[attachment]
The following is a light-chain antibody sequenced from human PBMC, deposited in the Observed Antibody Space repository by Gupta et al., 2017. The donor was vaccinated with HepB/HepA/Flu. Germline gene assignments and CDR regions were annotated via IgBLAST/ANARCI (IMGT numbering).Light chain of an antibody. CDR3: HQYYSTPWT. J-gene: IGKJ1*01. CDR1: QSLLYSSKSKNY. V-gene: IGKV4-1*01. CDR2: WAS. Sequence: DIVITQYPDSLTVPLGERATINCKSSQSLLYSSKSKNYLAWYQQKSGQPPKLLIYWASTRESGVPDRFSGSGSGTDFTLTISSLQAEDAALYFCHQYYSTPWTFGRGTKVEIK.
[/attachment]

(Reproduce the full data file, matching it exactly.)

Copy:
The following is a light-chain antibody sequenced from human PBMC, deposited in the Observed Antibody Space repository by Gupta et al., 2017. The donor was vaccinated with HepB/HepA/Flu. Germline gene assignments and CDR regions were annotated via IgBLAST/ANARCI (IMGT numbering).Light chain of an antibody. CDR3: HQYYSTPWT. J-gene: IGKJ1*01. CDR1: QSLLYSSKSKNY. V-gene: IGKV4-1*01. CDR2: WAS. Sequence: DIVITQYPDSLTVPLGERATINCKSSQSLLYSSKSKNYLAWYQQKSGQPPKLLIYWASTRESGVPDRFSGSGSGTDFTLTISSLQAEDAALYFCHQYYSTPWTFGRGTKVEIK.